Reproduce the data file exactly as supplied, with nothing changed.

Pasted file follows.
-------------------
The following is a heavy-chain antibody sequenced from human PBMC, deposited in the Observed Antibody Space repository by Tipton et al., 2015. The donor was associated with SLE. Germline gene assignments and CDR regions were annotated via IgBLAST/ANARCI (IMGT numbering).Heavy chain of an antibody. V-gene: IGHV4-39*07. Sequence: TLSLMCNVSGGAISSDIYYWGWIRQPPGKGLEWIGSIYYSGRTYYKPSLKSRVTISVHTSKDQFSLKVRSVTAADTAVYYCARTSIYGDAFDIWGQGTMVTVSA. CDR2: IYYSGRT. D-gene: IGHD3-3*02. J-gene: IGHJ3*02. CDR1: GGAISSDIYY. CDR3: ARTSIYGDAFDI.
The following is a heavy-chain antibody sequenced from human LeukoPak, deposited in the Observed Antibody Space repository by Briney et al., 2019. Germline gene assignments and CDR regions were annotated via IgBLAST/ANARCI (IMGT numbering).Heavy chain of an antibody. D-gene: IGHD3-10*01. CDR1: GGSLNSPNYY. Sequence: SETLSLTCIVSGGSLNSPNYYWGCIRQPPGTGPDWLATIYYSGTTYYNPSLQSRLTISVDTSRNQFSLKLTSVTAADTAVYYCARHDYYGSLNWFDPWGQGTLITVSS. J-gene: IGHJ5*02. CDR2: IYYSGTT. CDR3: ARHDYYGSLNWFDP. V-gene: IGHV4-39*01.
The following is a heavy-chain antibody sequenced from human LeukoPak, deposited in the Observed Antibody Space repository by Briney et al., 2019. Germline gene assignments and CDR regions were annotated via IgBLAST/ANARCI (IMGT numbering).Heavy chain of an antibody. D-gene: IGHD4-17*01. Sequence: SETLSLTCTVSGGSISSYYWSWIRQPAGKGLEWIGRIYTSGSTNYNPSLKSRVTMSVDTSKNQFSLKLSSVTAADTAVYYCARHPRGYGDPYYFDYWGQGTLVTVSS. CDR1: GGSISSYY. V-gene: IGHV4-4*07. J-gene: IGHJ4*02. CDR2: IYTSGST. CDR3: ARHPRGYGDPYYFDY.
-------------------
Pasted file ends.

The following is a heavy-chain antibody sequenced from human PBMC, deposited in the Observed Antibody Space repository by Tipton et al., 2015. The donor was associated with SLE. Germline gene assignments and CDR regions were annotated via IgBLAST/ANARCI (IMGT numbering).Heavy chain of an antibody. V-gene: IGHV4-39*07. Sequence: TLSLMCNVSGGAISSDIYYWGWIRQPPGKGLEWIGSIYYSGRTYYKPSLKSRVTISVHTSKDQFSLKVRSVTAADTAVYYCARTSIYGDAFDIWGQGTMVTVSA. CDR2: IYYSGRT. D-gene: IGHD3-3*02. J-gene: IGHJ3*02. CDR1: GGAISSDIYY. CDR3: ARTSIYGDAFDI.
The following is a heavy-chain antibody sequenced from human LeukoPak, deposited in the Observed Antibody Space repository by Briney et al., 2019. Germline gene assignments and CDR regions were annotated via IgBLAST/ANARCI (IMGT numbering).Heavy chain of an antibody. D-gene: IGHD3-10*01. CDR1: GGSLNSPNYY. Sequence: SETLSLTCIVSGGSLNSPNYYWGCIRQPPGTGPDWLATIYYSGTTYYNPSLQSRLTISVDTSRNQFSLKLTSVTAADTAVYYCARHDYYGSLNWFDPWGQGTLITVSS. J-gene: IGHJ5*02. CDR2: IYYSGTT. CDR3: ARHDYYGSLNWFDP. V-gene: IGHV4-39*01.
The following is a heavy-chain antibody sequenced from human LeukoPak, deposited in the Observed Antibody Space repository by Briney et al., 2019. Germline gene assignments and CDR regions were annotated via IgBLAST/ANARCI (IMGT numbering).Heavy chain of an antibody. D-gene: IGHD4-17*01. Sequence: SETLSLTCTVSGGSISSYYWSWIRQPAGKGLEWIGRIYTSGSTNYNPSLKSRVTMSVDTSKNQFSLKLSSVTAADTAVYYCARHPRGYGDPYYFDYWGQGTLVTVSS. CDR1: GGSISSYY. V-gene: IGHV4-4*07. J-gene: IGHJ4*02. CDR2: IYTSGST. CDR3: ARHPRGYGDPYYFDY.